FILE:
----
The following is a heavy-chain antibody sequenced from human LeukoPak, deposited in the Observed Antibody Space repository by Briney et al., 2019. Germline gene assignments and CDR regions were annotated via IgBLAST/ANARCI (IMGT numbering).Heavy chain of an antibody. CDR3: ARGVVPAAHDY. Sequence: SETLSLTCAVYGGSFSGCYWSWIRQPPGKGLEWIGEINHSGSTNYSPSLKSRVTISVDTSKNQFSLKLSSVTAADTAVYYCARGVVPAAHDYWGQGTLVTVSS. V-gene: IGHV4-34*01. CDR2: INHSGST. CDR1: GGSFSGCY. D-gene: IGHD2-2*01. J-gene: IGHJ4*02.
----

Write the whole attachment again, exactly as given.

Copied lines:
The following is a heavy-chain antibody sequenced from human LeukoPak, deposited in the Observed Antibody Space repository by Briney et al., 2019. Germline gene assignments and CDR regions were annotated via IgBLAST/ANARCI (IMGT numbering).Heavy chain of an antibody. CDR3: ARGVVPAAHDY. Sequence: SETLSLTCAVYGGSFSGCYWSWIRQPPGKGLEWIGEINHSGSTNYSPSLKSRVTISVDTSKNQFSLKLSSVTAADTAVYYCARGVVPAAHDYWGQGTLVTVSS. V-gene: IGHV4-34*01. CDR2: INHSGST. CDR1: GGSFSGCY. D-gene: IGHD2-2*01. J-gene: IGHJ4*02.